THE WRAP: Motorola's slide, Telenor's Indian play

This week Motorola's handset losses widened and Telenor bought into an Indian cellco.

 

Motorola shares fell by 8% after it warned it would miss its forecast. Its operating loss widened from $248 million to $840 million and it said it did not expect its mobile phone business to turn around until 2010.

 

Alcatel-Lucent - yet to report a profit since it was formed two years ago - posted a €38 million loss. New chief executive Ben Verwaayen said the company was willing to sell its 21% stake in defense firm Thales.

 

Telenor will pay $1.1 billion for 60% of a startup Indian cellco, Unitech. It said turbulence in Asian markets would curb growth in 2009.

 

Asian satellite firms warned that Wimax C-band interference threatened to turn screens black in six countries.

 

Yet another member deserted Terria, the Australian consortium challenging Telstra for the right to build a next-gen network.

 

US carrier Qwest posted a profit but plans to cut 3% of its work force because of the continuing loss of fixed-line customers.

 

Investors remained unimpressed with Sun Microsystems after it lost $1.68 billion for the quarter.

 

Taiwan Semiconductor, the world's biggest contract chip fab, warned sales would fall by up to 10% in 2009. Gartner trimmed its 2009 Asia-Pac IT spending forecast from 11% to 8.3%.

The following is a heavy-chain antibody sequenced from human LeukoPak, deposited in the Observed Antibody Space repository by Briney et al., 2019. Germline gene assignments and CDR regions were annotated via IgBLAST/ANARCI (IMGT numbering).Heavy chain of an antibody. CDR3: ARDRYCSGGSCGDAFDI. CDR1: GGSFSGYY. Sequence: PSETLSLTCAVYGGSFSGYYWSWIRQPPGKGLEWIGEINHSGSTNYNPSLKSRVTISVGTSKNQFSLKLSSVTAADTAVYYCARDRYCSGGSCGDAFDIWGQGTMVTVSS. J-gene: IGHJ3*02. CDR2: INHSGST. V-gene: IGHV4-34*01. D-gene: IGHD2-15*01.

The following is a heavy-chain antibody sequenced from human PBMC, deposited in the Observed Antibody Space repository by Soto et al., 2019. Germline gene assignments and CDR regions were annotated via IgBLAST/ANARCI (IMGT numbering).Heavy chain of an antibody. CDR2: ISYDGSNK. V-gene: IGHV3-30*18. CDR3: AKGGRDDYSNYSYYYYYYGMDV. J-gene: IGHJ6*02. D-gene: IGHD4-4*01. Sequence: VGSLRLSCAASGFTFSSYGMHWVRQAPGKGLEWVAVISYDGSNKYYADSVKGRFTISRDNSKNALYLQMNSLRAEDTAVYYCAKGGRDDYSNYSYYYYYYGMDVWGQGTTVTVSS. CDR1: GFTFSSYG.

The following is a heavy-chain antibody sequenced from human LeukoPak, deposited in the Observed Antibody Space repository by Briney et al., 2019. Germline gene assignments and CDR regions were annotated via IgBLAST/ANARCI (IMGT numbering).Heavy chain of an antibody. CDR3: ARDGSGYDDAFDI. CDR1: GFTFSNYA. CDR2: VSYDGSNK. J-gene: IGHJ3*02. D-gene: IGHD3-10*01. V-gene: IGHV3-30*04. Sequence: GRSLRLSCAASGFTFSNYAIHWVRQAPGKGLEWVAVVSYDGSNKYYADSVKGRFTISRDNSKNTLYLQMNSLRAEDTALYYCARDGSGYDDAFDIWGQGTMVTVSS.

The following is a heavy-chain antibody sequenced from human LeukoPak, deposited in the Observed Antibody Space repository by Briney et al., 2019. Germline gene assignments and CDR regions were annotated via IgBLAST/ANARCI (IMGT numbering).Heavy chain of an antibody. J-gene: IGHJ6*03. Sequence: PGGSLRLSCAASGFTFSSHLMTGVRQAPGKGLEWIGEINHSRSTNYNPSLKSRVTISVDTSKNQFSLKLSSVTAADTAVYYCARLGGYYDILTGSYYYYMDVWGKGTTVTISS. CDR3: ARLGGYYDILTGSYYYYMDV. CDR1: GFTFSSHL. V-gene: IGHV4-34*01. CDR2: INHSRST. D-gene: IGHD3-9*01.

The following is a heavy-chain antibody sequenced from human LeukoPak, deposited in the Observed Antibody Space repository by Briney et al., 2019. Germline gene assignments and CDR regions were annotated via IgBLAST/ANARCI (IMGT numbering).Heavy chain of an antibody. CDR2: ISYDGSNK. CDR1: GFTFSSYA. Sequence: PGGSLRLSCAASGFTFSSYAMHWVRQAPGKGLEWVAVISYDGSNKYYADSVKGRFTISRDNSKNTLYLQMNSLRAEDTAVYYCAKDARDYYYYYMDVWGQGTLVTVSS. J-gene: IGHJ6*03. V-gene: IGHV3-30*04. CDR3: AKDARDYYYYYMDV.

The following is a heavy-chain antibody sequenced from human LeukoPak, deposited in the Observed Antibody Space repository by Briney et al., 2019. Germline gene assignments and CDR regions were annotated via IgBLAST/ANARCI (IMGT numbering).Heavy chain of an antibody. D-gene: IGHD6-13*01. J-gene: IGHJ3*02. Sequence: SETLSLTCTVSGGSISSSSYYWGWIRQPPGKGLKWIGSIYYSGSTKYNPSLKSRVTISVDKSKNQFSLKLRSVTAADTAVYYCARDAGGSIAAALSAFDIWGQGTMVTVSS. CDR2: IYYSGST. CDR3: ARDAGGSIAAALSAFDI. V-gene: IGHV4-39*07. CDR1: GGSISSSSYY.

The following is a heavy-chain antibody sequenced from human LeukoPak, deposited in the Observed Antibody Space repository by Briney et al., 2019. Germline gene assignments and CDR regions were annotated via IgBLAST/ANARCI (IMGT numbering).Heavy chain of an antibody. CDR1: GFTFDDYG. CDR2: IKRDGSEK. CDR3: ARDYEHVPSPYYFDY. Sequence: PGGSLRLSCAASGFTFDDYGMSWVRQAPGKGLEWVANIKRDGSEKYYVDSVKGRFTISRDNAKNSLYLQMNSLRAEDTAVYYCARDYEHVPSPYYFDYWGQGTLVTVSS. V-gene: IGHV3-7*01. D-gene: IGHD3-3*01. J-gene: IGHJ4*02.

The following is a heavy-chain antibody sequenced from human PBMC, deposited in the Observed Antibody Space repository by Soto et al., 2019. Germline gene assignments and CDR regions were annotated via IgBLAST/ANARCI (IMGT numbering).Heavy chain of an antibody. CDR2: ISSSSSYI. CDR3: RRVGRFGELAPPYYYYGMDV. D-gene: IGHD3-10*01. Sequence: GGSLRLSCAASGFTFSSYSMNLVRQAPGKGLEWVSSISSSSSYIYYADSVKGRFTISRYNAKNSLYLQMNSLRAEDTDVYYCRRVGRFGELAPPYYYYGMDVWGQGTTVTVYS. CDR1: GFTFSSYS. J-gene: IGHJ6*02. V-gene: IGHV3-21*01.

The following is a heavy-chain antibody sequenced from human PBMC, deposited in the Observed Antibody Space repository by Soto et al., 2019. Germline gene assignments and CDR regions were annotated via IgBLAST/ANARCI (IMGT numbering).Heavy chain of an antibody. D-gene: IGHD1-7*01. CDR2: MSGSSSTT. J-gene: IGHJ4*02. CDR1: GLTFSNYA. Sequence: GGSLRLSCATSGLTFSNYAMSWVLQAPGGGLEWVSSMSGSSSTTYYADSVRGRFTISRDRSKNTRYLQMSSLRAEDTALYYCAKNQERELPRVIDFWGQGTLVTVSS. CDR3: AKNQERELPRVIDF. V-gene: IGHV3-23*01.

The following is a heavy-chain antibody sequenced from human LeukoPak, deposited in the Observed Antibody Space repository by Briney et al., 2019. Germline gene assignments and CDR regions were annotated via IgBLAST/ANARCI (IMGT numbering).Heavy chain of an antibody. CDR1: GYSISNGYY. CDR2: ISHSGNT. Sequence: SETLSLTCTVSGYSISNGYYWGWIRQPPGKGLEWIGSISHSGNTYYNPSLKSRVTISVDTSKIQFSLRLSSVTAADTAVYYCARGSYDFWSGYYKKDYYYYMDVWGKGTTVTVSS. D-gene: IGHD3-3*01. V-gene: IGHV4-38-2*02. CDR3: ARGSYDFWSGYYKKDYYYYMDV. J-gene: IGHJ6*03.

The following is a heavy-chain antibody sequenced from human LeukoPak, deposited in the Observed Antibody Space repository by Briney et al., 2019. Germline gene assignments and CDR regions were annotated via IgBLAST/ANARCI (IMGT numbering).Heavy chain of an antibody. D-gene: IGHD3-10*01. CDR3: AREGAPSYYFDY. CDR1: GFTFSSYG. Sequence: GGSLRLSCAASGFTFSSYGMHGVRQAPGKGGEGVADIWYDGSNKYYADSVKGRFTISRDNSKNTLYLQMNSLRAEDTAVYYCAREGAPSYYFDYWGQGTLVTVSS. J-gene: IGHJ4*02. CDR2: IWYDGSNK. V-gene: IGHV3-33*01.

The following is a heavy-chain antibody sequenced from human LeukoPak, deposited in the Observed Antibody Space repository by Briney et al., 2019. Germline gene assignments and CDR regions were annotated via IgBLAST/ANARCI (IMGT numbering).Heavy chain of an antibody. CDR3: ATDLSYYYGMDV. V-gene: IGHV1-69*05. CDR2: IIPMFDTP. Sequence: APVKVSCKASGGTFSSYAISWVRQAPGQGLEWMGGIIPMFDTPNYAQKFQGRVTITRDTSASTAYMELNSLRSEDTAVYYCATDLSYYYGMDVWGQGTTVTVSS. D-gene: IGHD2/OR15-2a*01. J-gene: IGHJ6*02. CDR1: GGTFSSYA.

Cable firm Cox will build a mobile network in the US - possibly using LTE - to launch in late 2009.

 

Intel will invest $11.5 million in Taiwan mobile Wimax carrier VMAX.

 

With a possible merger in mind, Yahoo and AOL carried out due diligence on each other.

 

Less than two years after the launch of the unpopular Vista, Microsoft introduced an early version of its next OS, Windows 7, though it did not give a launch date.

 

It also took the wraps off cloud computing service Azure and foreshadowed a web-based version of Office.

 

A Chinese official rebuked Microsoft for "wrong methods" after it blacked the screens of PCs using pirate versions of Windows last week.

 

China's information ministry predicted mobile subs would reach 632 million by the end of the 2008 and nearly 800 million by 2011.

 

Internet firms agreed a set of guidelines for dealing with censorship in authoritarian regimes.

 

Google reached a $125 million settlement with authors and publishers that will allow it to post books and book excerpts online.

 

UK cellco and ISP Orange rejected the controversial targeted ad firm Phorm on privacy grounds.

 

In its first investments, BlackBerry's VC fund spent $16.7 million on three mobile phone apps.

 

Qualcomm opened a test center in Singapore. Motorola set up a broadband wireless lab in Penang.

 

Optical gearmaker JDSU lost its CEO Kevin Kennedy, who will take over at Avaya in January.

 

Some Second Lifer avatars self-immolated in protest over a hike in prices in the virtual world. And a US Army report said Twitter, GPS and voice-changing software were potential terrorist tools.

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